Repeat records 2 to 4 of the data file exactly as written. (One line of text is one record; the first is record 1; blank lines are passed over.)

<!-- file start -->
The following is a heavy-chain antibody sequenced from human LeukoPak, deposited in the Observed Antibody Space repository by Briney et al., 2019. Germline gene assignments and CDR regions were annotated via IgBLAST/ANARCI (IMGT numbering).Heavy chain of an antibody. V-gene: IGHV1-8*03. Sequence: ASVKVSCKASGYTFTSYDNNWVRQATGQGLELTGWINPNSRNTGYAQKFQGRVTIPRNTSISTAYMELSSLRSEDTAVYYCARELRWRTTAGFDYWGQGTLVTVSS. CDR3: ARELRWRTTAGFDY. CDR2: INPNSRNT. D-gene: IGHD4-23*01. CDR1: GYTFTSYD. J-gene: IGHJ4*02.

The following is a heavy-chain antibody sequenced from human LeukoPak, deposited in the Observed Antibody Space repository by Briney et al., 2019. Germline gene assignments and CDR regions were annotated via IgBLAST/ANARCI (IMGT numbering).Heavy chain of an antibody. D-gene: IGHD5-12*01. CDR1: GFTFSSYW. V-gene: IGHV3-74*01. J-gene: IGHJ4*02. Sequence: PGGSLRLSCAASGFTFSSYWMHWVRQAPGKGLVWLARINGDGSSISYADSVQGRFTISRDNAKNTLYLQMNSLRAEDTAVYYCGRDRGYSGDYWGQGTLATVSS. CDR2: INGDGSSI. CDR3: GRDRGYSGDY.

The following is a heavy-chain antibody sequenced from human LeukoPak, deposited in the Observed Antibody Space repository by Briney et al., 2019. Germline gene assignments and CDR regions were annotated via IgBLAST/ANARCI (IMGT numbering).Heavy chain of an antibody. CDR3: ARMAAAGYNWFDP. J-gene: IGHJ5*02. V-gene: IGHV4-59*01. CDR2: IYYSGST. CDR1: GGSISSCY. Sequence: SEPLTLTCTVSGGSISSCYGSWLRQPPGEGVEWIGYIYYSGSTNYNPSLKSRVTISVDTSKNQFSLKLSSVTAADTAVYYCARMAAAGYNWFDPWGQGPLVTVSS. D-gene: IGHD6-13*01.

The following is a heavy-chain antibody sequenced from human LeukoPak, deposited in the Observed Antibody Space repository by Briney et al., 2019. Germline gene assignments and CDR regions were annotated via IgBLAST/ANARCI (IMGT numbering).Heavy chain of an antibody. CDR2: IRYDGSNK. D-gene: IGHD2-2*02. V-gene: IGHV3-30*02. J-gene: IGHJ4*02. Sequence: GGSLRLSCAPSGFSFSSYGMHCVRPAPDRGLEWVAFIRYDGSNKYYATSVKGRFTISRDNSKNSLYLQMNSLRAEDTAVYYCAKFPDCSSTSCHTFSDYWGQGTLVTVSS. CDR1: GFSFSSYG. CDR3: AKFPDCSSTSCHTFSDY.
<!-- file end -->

The following is a heavy-chain antibody sequenced from human LeukoPak, deposited in the Observed Antibody Space repository by Briney et al., 2019. Germline gene assignments and CDR regions were annotated via IgBLAST/ANARCI (IMGT numbering).Heavy chain of an antibody. D-gene: IGHD5-12*01. CDR1: GFTFSSYW. V-gene: IGHV3-74*01. J-gene: IGHJ4*02. Sequence: PGGSLRLSCAASGFTFSSYWMHWVRQAPGKGLVWLARINGDGSSISYADSVQGRFTISRDNAKNTLYLQMNSLRAEDTAVYYCGRDRGYSGDYWGQGTLATVSS. CDR2: INGDGSSI. CDR3: GRDRGYSGDY.

The following is a heavy-chain antibody sequenced from human LeukoPak, deposited in the Observed Antibody Space repository by Briney et al., 2019. Germline gene assignments and CDR regions were annotated via IgBLAST/ANARCI (IMGT numbering).Heavy chain of an antibody. CDR3: ARMAAAGYNWFDP. J-gene: IGHJ5*02. V-gene: IGHV4-59*01. CDR2: IYYSGST. CDR1: GGSISSCY. Sequence: SEPLTLTCTVSGGSISSCYGSWLRQPPGEGVEWIGYIYYSGSTNYNPSLKSRVTISVDTSKNQFSLKLSSVTAADTAVYYCARMAAAGYNWFDPWGQGPLVTVSS. D-gene: IGHD6-13*01.

The following is a heavy-chain antibody sequenced from human LeukoPak, deposited in the Observed Antibody Space repository by Briney et al., 2019. Germline gene assignments and CDR regions were annotated via IgBLAST/ANARCI (IMGT numbering).Heavy chain of an antibody. CDR2: IRYDGSNK. D-gene: IGHD2-2*02. V-gene: IGHV3-30*02. J-gene: IGHJ4*02. Sequence: GGSLRLSCAPSGFSFSSYGMHCVRPAPDRGLEWVAFIRYDGSNKYYATSVKGRFTISRDNSKNSLYLQMNSLRAEDTAVYYCAKFPDCSSTSCHTFSDYWGQGTLVTVSS. CDR1: GFSFSSYG. CDR3: AKFPDCSSTSCHTFSDY.